As humans evolved over many thousands of years, our bodies developed a system to help us when we start running and suddenly need more oxygen.
Now, using that innate reflex as inspiration, UCLA researchers have developed a noninvasive way to treat potentially harmful breathing problems in babies who were born prematurely.
The technique uses a simple device that tricks babies' brains into thinking they are running, which prompts them to breathe.
Each year, about 150,000 babies are born after only 23 to 34 weeks of gestation, which puts them at risk for apnea of prematurity, a condition in which breathing stops, often for several seconds, accompanied by severe falls in oxygenation.
The condition occurs because -- in infants whose systems not yet fully formed -- the respiratory system ignores or cannot use the body's signals to breathe. Compounding the danger, premature newborns' lungs are not fully developed, and therefore do not have much oxygen in reserve.
When breathing stops in these periods of apnea, the level of oxygen in the body goes down, and the heart rate can drop. That combination can damage the lungs and eyes, injure the nerves to the heart, affect the hormonal system (which can lead to diabetes later in life), or injure the brain (which can result in behavioral problems later in life).
Hospitals use a range of approaches to minimize the duration of premature babies' breathing pauses -- placing them on their stomach, forcing air into the lungs with a facemask and giving caffeine to stimulate the brain -- but none is perfect and each carries other risks.
According to Dr. Ronald Harper, a distinguished professor of neurobiology at the David Geffen School of Medicine at UCLA, even newborns have the innate mechanism that triggers increased breathing.
"When our feet hit the ground running, we flex muscles and joints that have nerve fibers leading to the brain which signal that the body is running," he said. "This message is coupled with another set of fibers to parts of the brain that regulate breathing and sends a signal that those parts need to increase breathing. Fortunately, that coupling exists even in extremely young infants."
The idea to use an external breathing device to treat apnea of prematurity arose over a cup of coffee between Harper and Dr. Kalpashri Kesavan, a neonatologist at Mattel Children's Hospital UCLA, when the conversation turned to how a baby's breathing could be supported if the brain was told the baby was running or walking.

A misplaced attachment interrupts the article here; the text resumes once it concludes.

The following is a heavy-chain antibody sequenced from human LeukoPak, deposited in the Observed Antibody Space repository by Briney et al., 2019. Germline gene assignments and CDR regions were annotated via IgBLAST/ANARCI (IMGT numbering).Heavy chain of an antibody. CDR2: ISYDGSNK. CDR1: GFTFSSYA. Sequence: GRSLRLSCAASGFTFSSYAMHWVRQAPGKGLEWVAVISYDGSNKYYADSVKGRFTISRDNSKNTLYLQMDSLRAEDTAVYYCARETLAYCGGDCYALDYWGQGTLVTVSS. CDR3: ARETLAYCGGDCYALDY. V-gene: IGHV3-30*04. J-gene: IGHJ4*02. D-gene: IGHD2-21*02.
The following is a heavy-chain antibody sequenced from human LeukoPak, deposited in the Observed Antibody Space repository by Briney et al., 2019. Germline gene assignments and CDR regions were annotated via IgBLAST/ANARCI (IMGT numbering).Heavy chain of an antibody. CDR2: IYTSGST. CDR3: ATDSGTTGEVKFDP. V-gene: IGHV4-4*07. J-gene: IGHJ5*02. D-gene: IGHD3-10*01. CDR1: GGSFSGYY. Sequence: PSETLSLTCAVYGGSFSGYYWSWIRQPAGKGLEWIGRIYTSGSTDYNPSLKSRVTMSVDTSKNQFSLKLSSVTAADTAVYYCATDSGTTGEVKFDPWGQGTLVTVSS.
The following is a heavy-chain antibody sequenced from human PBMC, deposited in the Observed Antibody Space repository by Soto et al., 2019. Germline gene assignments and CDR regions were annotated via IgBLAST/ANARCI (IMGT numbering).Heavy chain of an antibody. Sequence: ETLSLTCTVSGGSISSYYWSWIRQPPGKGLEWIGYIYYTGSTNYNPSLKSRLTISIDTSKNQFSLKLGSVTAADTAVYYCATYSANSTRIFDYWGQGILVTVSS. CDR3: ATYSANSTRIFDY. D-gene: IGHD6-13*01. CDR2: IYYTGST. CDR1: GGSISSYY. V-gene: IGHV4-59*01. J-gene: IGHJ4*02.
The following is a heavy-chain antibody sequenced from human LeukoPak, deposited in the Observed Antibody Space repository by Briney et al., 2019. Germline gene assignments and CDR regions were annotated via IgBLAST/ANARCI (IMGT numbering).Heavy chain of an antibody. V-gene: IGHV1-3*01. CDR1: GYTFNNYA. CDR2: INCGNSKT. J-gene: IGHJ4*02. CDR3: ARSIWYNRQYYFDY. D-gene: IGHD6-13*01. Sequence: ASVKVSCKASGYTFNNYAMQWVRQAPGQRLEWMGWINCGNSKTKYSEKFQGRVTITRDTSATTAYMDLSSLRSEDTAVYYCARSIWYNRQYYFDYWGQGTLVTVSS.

Harper's lab, which focuses on brain mechanisms that drive breathing during sleep, had already developed a device that he had intended to test for treating people with breathing problems. The device is a pager-sized box with wires that connect to small disks which are placed on the skin over the joints of the feet and hands. (Placing them on the hands is another nod to how the human body evolved: Early humans ran on all fours, so nerves in the hands are still involved in signaling the brain that the body is running.) Once the battery-powered machine is turned on, the disks gently vibrate, which triggers nerve fibers to alert the brain that the limb is moving.
"We thought that if this reflex were going to work for any kind of sleep disorder with breathing problems, then premature infants would be the No. 1 target, because breathing stoppages are so common and have the potential to do so much injury," Kesavan said. "It's almost like it was naturally made for them."
The researchers tested the device on 15 premature infants who were born after 23 to 34 weeks of gestation, and who were experiencing breathing pauses and low oxygen. The disks were placed on one hand and one foot, and the device was turned on for six hours at a time, followed by six hours off, for a total of 24 hours.
The scientists compared the babies' vital signs during the periods when the device was on with the times when it was off. They found that when it was on, the number of incidents when babies' oxygen levels were low was reduced by 33 percent and the number of breathing pauses was 40 percent lower than when it was off. The device also reduced low-heart-rate episodes by 65 percent, which is especially significant because slow heart rate can impair the flow of blood to vital tissues. The findings were published online in the journal PLOS One.
The researchers now plan to study the approach on a larger number of patients and over a longer period of time. They'll also study the effects of the device on blood pressure and other cardio-respiratory measures, as well as its impact on sleep quality. Breathing stoppages typically wake infants, and reducing the number of pauses in their breathing should lead to less disturbed sleep.
While most premature babies eventually grow out of their breathing problems, it can take weeks to months before their respiratory systems develop sufficiently to allow them to breathe on their own at all times.
"Long-term use of the device could decrease breathing pauses, maintain normal oxygen levels, stabilize the cardiovascular system and help improve neurodevelopmental outcomes in preterm infants," Kesavan said. "We may be able to bring about this change with something that is noninvasive, drug-free and has no side effects, and there is nothing better than that."
Harper is also testing the device on adolescents who suffer breathing problems due to spinal cord injuries and adults with sleep-disordered breathing, including obstructive sleep apnea.
The University of California has applied for a patent for the device, and is discussing its commercialization with several companies.